English is poor in rhymes, compared to Italian or Spanish—if by rhyme we mean only perfect rhyme. But English has a huge vocabulary—borrowed, pieced, stolen, invented, from many languages—and its slant rhymes are multitudinous. Yeats snuck slant rhymes in. Dickinson used them. So did the old ballads: and from them I learned to hear which were stronger (feet, keep); which good enough (feet, fight); which weak indeed (feet, fraught).

While belatedly moving back into slant rhymes, I was reading historical fiction, which, along with non-fiction social history, was gaining ground. Charles Frazier’s Cold Mountain I read more than five times; Alice Munro’s “Wilderness Station” and View from Castle Rock even more times, for teaching and articles; John Prebble’s Scots social histories showed ways to re-imagine lost lives. History was full of stories, conflicting and contradicting; as tangled and fascinating as memories, headlines, myths and lore.

After Roots, family histories and social histories, of ordinary, non-prominent people, proliferated. Why? the Web & Ancestry.com spread family trees far and wide; people—mostly older people—went to Ellis Island, the National Archives, historical societies, clan societies, Family Research Centers. This had something to do with an aging but still alive and functioning generation; something to do with wanting a simpler, more understandable time; something, as Munro suggests, of a failure to imagine the lives of our descendants. Or of wistful thinking that somehow we, or they, may still survive, more simply, when our invulnerable technology implodes.

Lately I found myself writing family and clan narrative sequences, mostly in simple ballad or couplet form. The first sequence traced my father’s father, an adventurous farmer-carpenter who left home very early, going four states West when he was about five, to find a lifelong, loving family. The rhymes for him are mostly slant; perfect seemed too fancy. (That sequence won the Maryland State Arts Council’s one highest Individual Poetry Award in 2009.)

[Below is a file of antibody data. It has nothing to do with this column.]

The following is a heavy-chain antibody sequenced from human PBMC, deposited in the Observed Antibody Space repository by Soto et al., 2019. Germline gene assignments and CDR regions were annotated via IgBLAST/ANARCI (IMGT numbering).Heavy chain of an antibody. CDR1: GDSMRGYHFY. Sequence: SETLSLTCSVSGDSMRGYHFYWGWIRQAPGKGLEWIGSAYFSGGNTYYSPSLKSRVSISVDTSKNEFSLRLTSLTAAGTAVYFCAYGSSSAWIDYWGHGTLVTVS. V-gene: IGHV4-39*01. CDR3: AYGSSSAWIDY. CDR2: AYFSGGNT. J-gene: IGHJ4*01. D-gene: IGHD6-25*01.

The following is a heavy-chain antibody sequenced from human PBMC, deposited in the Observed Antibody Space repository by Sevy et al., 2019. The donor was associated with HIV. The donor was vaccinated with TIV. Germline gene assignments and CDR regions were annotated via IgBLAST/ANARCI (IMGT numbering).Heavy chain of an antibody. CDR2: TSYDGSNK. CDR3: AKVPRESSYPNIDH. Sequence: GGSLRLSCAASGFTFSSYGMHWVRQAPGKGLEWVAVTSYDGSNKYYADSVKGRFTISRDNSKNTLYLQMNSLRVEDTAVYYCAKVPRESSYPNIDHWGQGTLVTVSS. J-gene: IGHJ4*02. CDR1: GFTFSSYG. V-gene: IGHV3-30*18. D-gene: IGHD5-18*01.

Now I’m writing slant-rhymed couplets in the voice of a real 1600s Scots sorcerer, one Patrick McKommie, who lived apart from my small, dispersed Highlands clan. Patrick was the one folk healer who the Kirk could not excommunicate for sorcery—as they did women and a few men—because the Presbitrie told Patrick’s minister he must first seek Bishop’s advice—but for decades no Bishop would answer. Patrick would have to be a maker—and a magnet--of stories. I’m also writing slant-and-perfectly rhymed ballads of the history and folklore of Patrick’s Chief, M’Comie Mor. (www.innisfreepoetry.org; and www.shenandoahliterary.org 62:2 (Graybeal-Gowen Prize 2012) and 62:3)

Rhymes—and voices--do come more easily now—or is it only that I go more readily to the places where they are?